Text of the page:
Commissioners compromise on planner's salary
After some discussion and negotiation, they agreed to give Brandt a 5 percent raise to $91,362, retroactive from Jan. 1, and shift 5 percent into a deferred compensation account, effective next Jan. 1.
Brandt started with the county in 1978 and, except for a brief break in the late 1980s, has been with the county ever since. He has spent the last 16 years heading the planning department.
He accepted a 5 percent raise last year, but had not accepted one previously since 2006, because he felt he needed the money to fund operations and personnel in his department.
Commissioner Mary Stern, who serves as liaison to the planning department, proposed a 10 percent catchup raise this year because his salary had fallen below that of other Yamhill County department heads and of planning directors in counties of similar size. But Commissioner Allen Springer, the board’s newest addition, balked.
Stern termed Brandt a major asset she didn’t want to lose. She said he had recently received three recruitment pitches, one of them at a starting salary of $125,000.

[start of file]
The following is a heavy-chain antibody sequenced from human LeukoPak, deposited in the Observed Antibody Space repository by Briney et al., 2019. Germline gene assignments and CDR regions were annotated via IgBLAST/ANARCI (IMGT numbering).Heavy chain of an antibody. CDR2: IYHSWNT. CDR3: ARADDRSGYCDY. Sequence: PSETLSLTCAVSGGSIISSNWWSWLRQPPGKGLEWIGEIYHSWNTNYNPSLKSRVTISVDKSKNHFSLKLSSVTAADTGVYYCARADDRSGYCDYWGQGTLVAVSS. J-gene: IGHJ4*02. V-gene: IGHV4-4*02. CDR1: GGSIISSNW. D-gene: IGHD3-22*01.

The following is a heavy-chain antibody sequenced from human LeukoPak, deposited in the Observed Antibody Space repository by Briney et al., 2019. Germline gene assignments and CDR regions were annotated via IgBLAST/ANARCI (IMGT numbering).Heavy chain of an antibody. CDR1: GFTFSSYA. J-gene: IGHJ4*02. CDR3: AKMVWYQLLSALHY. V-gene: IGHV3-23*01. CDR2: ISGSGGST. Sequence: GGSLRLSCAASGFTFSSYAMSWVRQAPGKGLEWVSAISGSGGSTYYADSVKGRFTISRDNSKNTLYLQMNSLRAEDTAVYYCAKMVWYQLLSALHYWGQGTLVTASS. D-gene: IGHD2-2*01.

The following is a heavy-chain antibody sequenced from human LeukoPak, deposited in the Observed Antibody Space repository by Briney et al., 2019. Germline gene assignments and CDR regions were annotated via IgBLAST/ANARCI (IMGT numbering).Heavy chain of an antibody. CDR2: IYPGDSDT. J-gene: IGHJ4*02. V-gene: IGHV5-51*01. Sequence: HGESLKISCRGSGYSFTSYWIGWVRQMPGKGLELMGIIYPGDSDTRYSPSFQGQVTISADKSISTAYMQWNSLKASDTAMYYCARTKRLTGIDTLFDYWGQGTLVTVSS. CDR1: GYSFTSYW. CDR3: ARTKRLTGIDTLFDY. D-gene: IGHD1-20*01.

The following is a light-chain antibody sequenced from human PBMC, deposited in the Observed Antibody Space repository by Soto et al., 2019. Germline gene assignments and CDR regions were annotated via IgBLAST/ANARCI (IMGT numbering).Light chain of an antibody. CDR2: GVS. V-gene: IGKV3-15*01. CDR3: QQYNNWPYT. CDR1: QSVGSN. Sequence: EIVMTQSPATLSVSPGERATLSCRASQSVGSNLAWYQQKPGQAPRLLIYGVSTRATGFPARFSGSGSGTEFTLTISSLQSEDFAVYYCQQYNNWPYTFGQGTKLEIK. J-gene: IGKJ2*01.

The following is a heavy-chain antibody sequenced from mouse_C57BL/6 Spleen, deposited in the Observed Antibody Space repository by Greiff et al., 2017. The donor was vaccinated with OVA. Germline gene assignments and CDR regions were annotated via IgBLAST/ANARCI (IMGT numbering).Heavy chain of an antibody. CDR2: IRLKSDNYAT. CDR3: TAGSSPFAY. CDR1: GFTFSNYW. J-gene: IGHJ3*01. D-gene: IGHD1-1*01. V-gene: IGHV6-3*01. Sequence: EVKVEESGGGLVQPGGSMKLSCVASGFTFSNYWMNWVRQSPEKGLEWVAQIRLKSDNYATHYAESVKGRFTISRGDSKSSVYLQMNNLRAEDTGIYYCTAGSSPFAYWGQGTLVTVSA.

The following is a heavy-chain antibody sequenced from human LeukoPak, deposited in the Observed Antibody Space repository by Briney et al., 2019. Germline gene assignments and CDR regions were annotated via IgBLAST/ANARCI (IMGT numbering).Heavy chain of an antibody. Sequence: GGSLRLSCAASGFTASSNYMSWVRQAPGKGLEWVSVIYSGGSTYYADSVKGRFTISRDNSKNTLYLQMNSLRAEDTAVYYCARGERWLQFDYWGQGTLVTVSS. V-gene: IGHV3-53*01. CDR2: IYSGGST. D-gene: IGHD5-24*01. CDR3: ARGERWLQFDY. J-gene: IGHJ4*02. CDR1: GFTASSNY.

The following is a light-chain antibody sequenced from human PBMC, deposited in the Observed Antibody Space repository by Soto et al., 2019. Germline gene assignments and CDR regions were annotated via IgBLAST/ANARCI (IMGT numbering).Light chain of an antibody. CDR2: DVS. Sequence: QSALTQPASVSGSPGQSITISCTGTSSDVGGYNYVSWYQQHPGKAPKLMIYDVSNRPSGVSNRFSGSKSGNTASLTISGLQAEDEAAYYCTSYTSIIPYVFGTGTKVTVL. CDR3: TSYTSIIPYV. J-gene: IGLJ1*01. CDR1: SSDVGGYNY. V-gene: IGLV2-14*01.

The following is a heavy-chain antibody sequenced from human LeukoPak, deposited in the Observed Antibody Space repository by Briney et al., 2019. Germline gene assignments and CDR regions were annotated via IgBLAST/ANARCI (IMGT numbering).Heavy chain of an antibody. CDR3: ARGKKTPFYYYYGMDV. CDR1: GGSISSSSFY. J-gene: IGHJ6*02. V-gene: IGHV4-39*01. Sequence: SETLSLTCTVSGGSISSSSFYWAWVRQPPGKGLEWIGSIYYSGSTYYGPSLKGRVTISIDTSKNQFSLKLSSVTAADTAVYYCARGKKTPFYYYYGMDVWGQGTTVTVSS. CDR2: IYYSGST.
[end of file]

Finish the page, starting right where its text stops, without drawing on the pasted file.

“Luckily, Mike is happy here and does not want to leave,” she said. But if he did leave, she said, the county would have to pay his successor a competitive wage, and it would be muchmore than he’s currently making.
Springer agreed that Brandt was turning in a “stellar” performance in planning. But he said he found a 10 percent raise hard to justify, particularly when Brandt got a 5 percent boost just last year.
“I like Mike as well as anybody, so he would know this isn’t a personal thing,” Springer said. “After getting a 5 percent raise last year, a 10 percent raise now is difficult for me because of what’s happening in the private sector.
“People are working extremely hard and not making the money they were making. It would be difficult for me to sign off on another 10 percent raise, just because of that factor.”
Commissioner Kathy George said, “I appreciate his treatment of citizens and how he is setting a culture in there that is unprecedented in the state. I think he deserves whatever we can agree on.”
And that figure turned out to be 5 percent in straight salary, to be converted into deferred compensation next year.
Brandt said he didn’t instigate the salary discussion and didn’t want to be involved in it. He said he preferred to keep his focus on doing his job and looking out for his staff.